The Rise #1 is published by Heavy Metal Entertainment under their Elements label. It comes from the creative team of writer George C. Romero, artist Diego Yapur, colorist DC Alonso, and letterer Saida Temofonte. The story opens with a monologue by President John F. Kennedy. He describes the escalating tensions between the United States and the Soviet Union. As he speaks, two mysterious figures meet and begin making plans regarding an unknown third party. Two weeks later, in a mostly empty conference hall, scientist Ryan Cartwright begins his presentation. He demonstrates a serum he has created to remove fear reactions in living creatures.
But, even as he makes significant progress in his field, a tragedy strikes. In a freak car accident, his wife and daughter are killed, leaving him alone. As he drinks to forget the pain, he is approached by one of the mysterious figures from before. He offers Ryan a chance to resume his work and build on it. But science can be unpredictable, and the work that he does could threaten an end to the world as we know it.
The Rise #1 is marketed as the prequel to the Living Dead saga. Normally I would consider a prequel to a legendary film to be a bad idea, which is why I am happy to say that this first issue from Romero is an excellent beginning to what caused the dead to walk the earth. Presented as a Cold War-era thriller, Romero smartly keeps the first issue rooted in the era it takes place in. We don’t see any zombies in this first issue, but it isn’t an absence that is particularly striking. Instead, we see the groundwork. The political maneuvering and clandestine actions that Cold War thrillers are so well known for appears to be the catalyst for the end.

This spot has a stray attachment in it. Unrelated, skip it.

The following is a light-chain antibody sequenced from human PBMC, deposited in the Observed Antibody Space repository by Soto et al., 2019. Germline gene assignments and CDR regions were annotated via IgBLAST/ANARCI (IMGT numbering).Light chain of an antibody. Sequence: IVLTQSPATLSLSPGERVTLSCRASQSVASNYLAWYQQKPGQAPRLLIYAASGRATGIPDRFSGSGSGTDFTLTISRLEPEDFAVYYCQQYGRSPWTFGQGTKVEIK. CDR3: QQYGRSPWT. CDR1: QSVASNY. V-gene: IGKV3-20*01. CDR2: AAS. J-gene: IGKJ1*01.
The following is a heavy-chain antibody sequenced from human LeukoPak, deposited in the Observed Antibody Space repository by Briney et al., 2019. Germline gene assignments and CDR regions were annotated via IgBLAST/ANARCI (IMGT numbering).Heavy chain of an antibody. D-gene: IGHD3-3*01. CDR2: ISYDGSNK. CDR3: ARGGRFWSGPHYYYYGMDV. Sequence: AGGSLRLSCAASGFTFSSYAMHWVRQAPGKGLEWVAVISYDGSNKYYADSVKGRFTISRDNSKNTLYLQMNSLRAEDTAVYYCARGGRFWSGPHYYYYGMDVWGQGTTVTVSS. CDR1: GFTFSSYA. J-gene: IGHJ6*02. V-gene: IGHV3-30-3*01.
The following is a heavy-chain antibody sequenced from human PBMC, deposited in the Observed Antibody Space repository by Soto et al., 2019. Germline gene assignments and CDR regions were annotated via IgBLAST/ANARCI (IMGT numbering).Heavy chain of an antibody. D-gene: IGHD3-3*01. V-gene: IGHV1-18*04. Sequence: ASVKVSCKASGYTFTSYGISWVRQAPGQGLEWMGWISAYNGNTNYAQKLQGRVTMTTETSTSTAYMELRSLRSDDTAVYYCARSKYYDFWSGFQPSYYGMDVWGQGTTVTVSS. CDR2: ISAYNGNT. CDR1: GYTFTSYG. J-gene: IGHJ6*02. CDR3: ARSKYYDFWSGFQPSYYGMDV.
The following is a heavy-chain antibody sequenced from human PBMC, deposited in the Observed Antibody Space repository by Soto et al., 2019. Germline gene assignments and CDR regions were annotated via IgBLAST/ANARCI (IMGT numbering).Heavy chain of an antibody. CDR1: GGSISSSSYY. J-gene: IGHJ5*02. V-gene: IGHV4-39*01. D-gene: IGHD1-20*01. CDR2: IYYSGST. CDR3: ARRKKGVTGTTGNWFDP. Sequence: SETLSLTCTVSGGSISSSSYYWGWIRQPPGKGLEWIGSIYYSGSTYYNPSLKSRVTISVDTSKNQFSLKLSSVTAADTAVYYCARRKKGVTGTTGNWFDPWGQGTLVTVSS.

Romero does a lot with only about 18 pages of story here, too. The setting, the stakes, and even motivations are presented quickly but never rushed. It takes a strong storyteller to make 19 pages of a story this compelling and cover as much ground as he does. Normally moving this fast would be a negative, but this is all foundation for the real reason of the story. With this stuff out of the way, we can get to the zombies much faster.
The art from Yapur is solid. The striking realism of the characters and exquisitely detailed backgrounds make every panel a treat. The art does a phenomenal job of helping tell the story as well. In particular, the car crash, which is one of the most effective single pages of a comic that I’ve ever seen. A single page splash of the crash, with overlaid panels of an EKG meter, slowly flatlining, and we know everything we need to.
This is enhanced by Alonso’s colors, despite it being an extremely limited palette. Alonso only utilizes black and white with red highlights. This serves as a smart callback to the original Night of the Living Dead. Also, whether intentional or not, it also echoes the political sentiments of the time. In the midst of the “red scare,” to have every panel be a mix of black and white and red is a brilliant move. The letters from Temofonte are also quite solid. Always easy to read and perfectly placed to keep the art in focus and guide the eyes across it.
Overall, The Rise #1 is a surprisingly great addition to the Living Dead Saga and a strong case for prequels on a story that many would have believed didn’t need one. Romero is excellent as a storyteller here, and the creative team around him brings every page vividly to life. If you’re a horror fan, a zombie fan, or just love those movies, then this is one you won’t want to miss.
The Rise #1 is available through the Heavy Metal website.
The Rise #1
The Rise #1 is a surprisingly great addition to the Living Dead Saga and a strong case for prequels on a story that many would have believed didn’t need one. Romero is excellent as a storyteller here, and the creative team around him brings every page vividly to life. If you’re a horror fan, a zombie fan, or just love those movies, then this is one you won’t want to miss.